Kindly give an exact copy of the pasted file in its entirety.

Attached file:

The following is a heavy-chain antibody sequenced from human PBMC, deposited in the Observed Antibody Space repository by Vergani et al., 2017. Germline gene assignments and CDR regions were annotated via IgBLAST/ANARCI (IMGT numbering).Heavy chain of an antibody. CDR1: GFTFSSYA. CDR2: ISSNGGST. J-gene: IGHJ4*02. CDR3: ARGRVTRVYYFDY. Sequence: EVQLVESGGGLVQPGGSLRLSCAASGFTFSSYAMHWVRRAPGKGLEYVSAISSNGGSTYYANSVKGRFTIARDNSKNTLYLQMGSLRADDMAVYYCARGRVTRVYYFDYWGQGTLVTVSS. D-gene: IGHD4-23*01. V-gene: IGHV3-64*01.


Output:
The following is a heavy-chain antibody sequenced from human PBMC, deposited in the Observed Antibody Space repository by Vergani et al., 2017. Germline gene assignments and CDR regions were annotated via IgBLAST/ANARCI (IMGT numbering).Heavy chain of an antibody. CDR1: GFTFSSYA. CDR2: ISSNGGST. J-gene: IGHJ4*02. CDR3: ARGRVTRVYYFDY. Sequence: EVQLVESGGGLVQPGGSLRLSCAASGFTFSSYAMHWVRRAPGKGLEYVSAISSNGGSTYYANSVKGRFTIARDNSKNTLYLQMGSLRADDMAVYYCARGRVTRVYYFDYWGQGTLVTVSS. D-gene: IGHD4-23*01. V-gene: IGHV3-64*01.